Oh, and by the way: the Times Union — without an editor’s note — changed the online version of the story so that the second paragraph simply reads, “Egan was “flabbergasted” by last weekend’s breakout” — without the 150-years part.

To tell you the truth, I’m a bit flabbergasted, myself.

Smudge Report

A co-worker suggested I check out a new website, saying it’s like The Onion, except local. I set my expectations on low. I’ve spent enough time reading Times Union blogs to know that when people try being funny, it usually sucks.

But I went to Albany Smudge anyway – and I was pleasantly surprised.

At Albany Smudge you’ll find satirical news stories that are both funny and dead on target. Many of the pieces use references that display a deep knowledge of local culture and the stereotypes we have of area towns. For example, this jab at snooty Bethlehem:

“The Town of Bethlehem is even a little less friendly now that it has announced it will remove all “welcome” signs by the end of the summer. The move, said one local official, is being made so that area signage “conforms more accurately to the evolving views of our residents toward outsiders.”

The writer knows Bethlehem, right down to the annoying hyphenated last names.

People will be curious to know the author’s identity. Whoever is behind this is a real writer — not some hack like me who bangs out silly blog posts — and he or she deserves credit.

My only critique is a tiny one: some stories might play better using the names of real local figures and politicians, but that’s easy for me to say; I’m not the one responsible in case someone gets angry — and the fake names are pretty good.

Chalk up this one up as a winner. A bright spot on an increasingly bleak and depressing internet.

Burger Bites Man

Every year, local reporters and photographers head to Scotia — a place typically avoided unless there’s a murder or a particularly interesting fire — to cover the opening of Jumpin’ Jack’s Drive-In, the ad hoc beginning of spring in the Capital Region.

You know what would be news? If Jumpin’ Jacks DIDN’T open — yet every year we get the same damn story. Here’s an example from last year. Sorry in advance for the terrible video player. Continue reading

The Sincerest Form of Flattery

A group of Siena College students staged a protest this week over a billboard put up by a local contractor. It shows a posh kitchen with the headline, “Your Wife Wants Me.” The students claim that the billboard’s message is sexist, and they felt so strongly about it that they stood out in the cold for hours to express their opinion.

billboard

WTEN

You can decide whether it’s sexism — but it’s certainly plagiarism.

That headline, “Your Wife Wants Me,” is riffing on a campaign by a Baltimore area jeweler in 2007 with the headline, “Your Girlfriend Wants Me.”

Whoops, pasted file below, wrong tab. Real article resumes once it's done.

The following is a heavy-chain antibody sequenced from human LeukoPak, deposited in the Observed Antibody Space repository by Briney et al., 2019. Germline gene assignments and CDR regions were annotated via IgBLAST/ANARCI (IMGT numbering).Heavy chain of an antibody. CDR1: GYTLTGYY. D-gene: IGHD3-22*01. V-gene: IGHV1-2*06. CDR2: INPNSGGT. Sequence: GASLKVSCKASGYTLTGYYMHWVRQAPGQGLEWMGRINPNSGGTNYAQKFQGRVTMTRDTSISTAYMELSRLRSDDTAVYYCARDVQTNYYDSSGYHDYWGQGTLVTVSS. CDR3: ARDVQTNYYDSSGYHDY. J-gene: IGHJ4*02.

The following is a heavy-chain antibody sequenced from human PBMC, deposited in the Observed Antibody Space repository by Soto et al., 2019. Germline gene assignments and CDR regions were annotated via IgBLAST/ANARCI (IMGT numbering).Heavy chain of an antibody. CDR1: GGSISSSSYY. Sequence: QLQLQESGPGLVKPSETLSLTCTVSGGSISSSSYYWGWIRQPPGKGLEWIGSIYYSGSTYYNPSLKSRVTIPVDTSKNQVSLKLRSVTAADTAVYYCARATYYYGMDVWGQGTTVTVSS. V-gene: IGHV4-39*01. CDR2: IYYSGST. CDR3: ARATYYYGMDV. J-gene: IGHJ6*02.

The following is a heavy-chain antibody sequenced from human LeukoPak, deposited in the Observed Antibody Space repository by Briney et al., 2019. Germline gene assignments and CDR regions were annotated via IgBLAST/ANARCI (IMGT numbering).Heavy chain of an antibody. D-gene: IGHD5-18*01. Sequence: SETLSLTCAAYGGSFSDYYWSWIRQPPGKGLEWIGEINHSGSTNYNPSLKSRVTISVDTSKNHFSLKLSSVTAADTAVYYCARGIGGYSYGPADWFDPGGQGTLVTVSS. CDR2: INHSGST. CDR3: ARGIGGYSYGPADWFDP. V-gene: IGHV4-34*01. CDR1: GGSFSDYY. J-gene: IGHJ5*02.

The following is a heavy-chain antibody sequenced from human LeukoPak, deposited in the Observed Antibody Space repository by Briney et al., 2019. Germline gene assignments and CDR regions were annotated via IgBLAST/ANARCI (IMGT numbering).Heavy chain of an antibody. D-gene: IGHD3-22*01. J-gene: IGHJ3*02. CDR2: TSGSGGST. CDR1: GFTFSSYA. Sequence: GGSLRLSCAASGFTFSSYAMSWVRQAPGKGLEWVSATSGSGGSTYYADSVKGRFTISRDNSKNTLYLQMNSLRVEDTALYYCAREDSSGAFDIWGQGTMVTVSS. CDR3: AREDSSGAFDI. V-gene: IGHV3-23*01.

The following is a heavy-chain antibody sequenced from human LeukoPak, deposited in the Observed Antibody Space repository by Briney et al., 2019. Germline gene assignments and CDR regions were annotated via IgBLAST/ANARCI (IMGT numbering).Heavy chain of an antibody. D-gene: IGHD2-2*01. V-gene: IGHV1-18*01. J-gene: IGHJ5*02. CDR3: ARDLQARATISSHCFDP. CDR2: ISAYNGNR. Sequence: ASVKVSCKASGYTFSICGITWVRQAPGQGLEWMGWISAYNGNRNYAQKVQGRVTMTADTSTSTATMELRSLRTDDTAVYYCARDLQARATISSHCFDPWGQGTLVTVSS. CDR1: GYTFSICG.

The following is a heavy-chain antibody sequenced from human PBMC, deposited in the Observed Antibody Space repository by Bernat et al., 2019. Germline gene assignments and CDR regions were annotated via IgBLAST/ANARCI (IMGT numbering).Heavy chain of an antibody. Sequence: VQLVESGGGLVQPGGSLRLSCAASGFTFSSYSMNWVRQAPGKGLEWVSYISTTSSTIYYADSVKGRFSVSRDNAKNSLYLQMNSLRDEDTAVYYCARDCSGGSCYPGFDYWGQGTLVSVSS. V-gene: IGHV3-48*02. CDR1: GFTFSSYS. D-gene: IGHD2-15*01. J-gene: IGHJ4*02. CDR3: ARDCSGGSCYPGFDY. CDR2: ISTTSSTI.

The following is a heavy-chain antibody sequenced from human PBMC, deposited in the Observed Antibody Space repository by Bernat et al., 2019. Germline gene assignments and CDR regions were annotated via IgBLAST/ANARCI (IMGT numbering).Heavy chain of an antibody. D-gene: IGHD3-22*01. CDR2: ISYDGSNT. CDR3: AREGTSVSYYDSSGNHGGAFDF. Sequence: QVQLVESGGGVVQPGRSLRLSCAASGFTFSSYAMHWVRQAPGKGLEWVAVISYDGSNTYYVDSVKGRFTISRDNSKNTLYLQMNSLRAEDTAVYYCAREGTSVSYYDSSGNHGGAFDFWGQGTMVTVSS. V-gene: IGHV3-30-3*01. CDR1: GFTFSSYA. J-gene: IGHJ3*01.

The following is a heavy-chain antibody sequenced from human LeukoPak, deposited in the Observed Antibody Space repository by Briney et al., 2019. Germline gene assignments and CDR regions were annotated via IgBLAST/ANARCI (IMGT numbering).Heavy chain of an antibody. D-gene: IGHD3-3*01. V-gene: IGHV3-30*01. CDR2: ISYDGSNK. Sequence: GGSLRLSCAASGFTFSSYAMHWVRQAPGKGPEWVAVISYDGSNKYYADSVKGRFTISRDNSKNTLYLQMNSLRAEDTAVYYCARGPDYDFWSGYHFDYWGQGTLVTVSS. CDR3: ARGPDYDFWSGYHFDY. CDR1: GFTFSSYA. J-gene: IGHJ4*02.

Smythgirlfriend

Since then, the clever creative has been ripped off all over, sometimes substituting girlfriend for wife like in the kitchen ad. In fact, it appeared on a local jewelry billboard within the last year.

Borrowing ideas is nothing new in advertising. I suppose it becomes stealing when you claim it as your own, but there’s something else going on here: the jewelry ad is funny and surprising.  The kitchen ad is neither.

They took a great concept and sapped all the wit out of it, which to me is more offensive than any sexist overtones. If you’re going to rip something off, at least do it well.

The Media Was the Message

There was a nice piece about the passing of Don Weeks in the Gazette — and Mark McGuire, who used to write about TV and radio for the Times Union, was the perfect guy to handle the job.

It used to be that the dailies had someone writing regularly about TV and radio, but now coverage of the local media has pretty much vanished. At WNYT we had scrapbooks filled with stories about the station’s performance in the ratings, the comings and goings of reporters, puff pieces about anchors and more.

Now it’s very rare to see stories like that, and even the Business Review, which used to follow TV and radio ratings like they were the Dow Jones average, has given it up.

It’s funny because there would be so much to write about today. There’s more local TV news on the air than ever before, stations are big in social media and the radio business has changed dramatically.

I’d guess we’ll never see local media covered again. Local papers are doing more with fewer people — and in many cases, the people doing more are doing it for less money, like the crew at the Times Union who haven’t had a raise in seven years.

Maybe someone should write a blog about local media. Wouldn’t it be interesting to read critiques of local TV and newspapers, or have someone writing about the imbecilic ranting of local talk radio hosts?

Nah, that would never work.

Pointless

Damn, I knew it felt warmer than 6 degrees outside, and now I know why:

Capture

Thanks, Times Union!

Sure, we’re all obsessed with how cold it is outside — but does showing the temperature like that really add anything to the conversation? It’s probably OK for the newspaper to round that down to 6 degrees. That’s the way the National Weather Service does it.

What I like about weather is that it’s one of the few things we all have in common. It’s something that total strangers can bond over, discuss, commiserate about — it crosses all social and physical boundaries. It’s the glue that binds us.

So, what I’d like to know is this: what do they talk about in San Diego?